Just as our relationships provide a window into understanding what we need including where we need to step up for ourselves, our gripes, frustrations, and repeated complaints also provide a window into not only understanding what we need to be doing to live in line with our own values but also into where we may need to adapt our thinking and behaviour. Why? Because often the things that we dislike in others point to something that we can stop doing or do more of to limit the impact, or… we can even be guilty of doing the exact same thing.
Like recently when I listened to someone vent about their sibling being inconsiderate and controlling. After hearing the chain of events and basically being expected to agree, I gently pointed out that they both seemed to be mad at each other for the exact same thing. “You’re angry because you don’t like the comment he made and you feel like he’s trying to force you not to like this person, and he’s pissed off with you because he doesn’t appreciate the comment that you made and he feels like you keep trying to make him like this person.” Neither party was empathising with the other or respecting their own positions.
Your frustrations with others provide a window into understanding where you may need to adapt, not because what they’re doing is your ‘fault’, but because if there is something that you can address, you won’t continue letting their behaviour have a hold over your energy and happiness. It helps you know your own boundaries and values.
As humans, we do like to home in on what others are doing and to attempt to control the uncontrollable. It can seem like a far more attractive prospect to practically get a PhD in Everything They Ever Did To Piss Me Off & Why They Need To Change To Be a Better Person That I Would Feel More Comfortable Around, but it’s a distraction that really stops us from being truly honest with ourselves and living our own lives authentically.
- They’re judgmental… but yet you’re not exactly judgment light yourself and may actually be your own worst judge.
- They’re indecisive and you ‘can’t’ make a decision… but you’re indecisive too and you must be waiting around on their decision otherwise your decisiveness would have removed you out of their indecision.
- They’re taking advantage of you… but you’re a people pleaser anyway and actually do the equivalent of offering your back as a doormat.
- They won’t ‘let’ you be who you are… but you won’t ‘let’ you be who you are either *and* you actually don’t like who they are and want them to change.
- They’re superficial and unappreciative of who you are as a person… but the things you value most in them are superficial things *and/or* you are making value judgments about you and others based on superficial stuff.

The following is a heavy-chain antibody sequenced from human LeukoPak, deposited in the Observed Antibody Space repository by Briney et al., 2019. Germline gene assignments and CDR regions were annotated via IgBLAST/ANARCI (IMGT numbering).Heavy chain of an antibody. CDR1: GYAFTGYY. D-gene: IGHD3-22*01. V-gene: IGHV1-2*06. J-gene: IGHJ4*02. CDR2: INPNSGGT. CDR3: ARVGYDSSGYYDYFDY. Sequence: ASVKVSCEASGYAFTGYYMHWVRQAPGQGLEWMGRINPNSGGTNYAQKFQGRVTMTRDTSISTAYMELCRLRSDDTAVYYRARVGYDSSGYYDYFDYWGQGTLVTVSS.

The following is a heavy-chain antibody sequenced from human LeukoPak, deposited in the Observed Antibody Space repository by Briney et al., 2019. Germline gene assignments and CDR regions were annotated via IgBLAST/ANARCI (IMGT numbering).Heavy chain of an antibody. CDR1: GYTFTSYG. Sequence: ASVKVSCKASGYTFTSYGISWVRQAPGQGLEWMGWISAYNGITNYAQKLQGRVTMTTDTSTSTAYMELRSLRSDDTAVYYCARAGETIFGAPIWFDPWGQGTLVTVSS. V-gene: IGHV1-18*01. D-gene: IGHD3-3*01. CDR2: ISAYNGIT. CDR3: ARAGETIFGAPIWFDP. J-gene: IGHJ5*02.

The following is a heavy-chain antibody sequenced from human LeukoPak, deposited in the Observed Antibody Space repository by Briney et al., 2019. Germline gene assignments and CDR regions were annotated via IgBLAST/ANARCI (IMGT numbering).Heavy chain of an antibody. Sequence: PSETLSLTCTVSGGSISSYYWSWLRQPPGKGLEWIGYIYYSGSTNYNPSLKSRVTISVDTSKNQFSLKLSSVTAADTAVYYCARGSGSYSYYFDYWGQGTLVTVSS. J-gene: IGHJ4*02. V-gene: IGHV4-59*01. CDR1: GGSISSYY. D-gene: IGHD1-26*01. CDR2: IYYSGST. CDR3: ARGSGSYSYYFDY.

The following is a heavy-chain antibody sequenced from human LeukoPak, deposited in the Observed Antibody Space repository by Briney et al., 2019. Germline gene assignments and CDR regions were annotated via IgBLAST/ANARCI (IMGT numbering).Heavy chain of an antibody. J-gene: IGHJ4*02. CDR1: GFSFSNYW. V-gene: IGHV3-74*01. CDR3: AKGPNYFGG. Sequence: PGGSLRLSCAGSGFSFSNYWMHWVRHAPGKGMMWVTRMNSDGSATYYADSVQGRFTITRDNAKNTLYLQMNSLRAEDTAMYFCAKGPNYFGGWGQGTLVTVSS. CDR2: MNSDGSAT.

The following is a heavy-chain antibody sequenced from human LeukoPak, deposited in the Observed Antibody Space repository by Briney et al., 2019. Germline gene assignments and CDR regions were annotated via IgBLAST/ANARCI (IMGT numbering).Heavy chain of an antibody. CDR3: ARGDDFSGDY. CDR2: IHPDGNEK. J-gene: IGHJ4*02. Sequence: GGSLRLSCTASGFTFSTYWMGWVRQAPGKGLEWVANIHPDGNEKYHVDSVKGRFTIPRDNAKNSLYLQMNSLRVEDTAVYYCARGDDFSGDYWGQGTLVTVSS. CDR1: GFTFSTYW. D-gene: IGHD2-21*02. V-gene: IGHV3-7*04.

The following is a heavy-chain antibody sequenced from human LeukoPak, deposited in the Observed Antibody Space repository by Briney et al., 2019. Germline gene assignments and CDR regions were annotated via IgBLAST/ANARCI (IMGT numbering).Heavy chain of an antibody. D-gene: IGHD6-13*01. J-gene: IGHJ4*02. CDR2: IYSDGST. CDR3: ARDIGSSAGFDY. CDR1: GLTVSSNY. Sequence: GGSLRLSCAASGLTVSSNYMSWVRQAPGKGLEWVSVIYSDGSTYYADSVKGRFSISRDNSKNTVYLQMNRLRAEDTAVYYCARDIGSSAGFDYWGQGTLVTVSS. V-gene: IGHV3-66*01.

- They won’t be direct with you… but you’re not being direct with them either.
- They have a casual relationship with the truth… you can’t handle the truth and cling tight to illusions.
- They don’t take responsibility… you avoid your personal responsibility by focusing on theirs and even making their irresponsibility and your frustration at them not changing your ‘responsibility’.
These realisations don’t invalidate the fact that what the other person is doing is wrong / annoying / upsetting etc., but your happiness and progression doesn’t lie in focusing on him/her and trying to ‘make’ them change. You may even have got to the point where you’re resigned to complaining about the existence of the issue because you’ve determined that their change was and is the only solution.
The thing is, their actions and the fact that it’s pissing you off isn’t happening in isolation. Their actions are theirs to own and are a reflection of their habits and their typical response to certain situations, and are not influenced by your worth or ‘one false move’ on your part, otherwise if their response was an anomaly, they would have reverted to their typical behaviour, not continued – you’re just not that powerful. However, if you want how you feel in the situation to change and you want to gain some traction and move forward, you need to take the focus off him/her and bring it back to you.
Another person changing isn’t going to be the solution to your problems, especially if you are continuing with habits of thinking and behaviour that you responded with in the very situation that wound you up.
Remember that it’s not about making you at fault for other people’s behaviour because they’re rolling how they roll, but it is about asking you what if anything, you can be doing differently that would either make you less likely to be in this situation in the first place or will help you to neutralise the impact.
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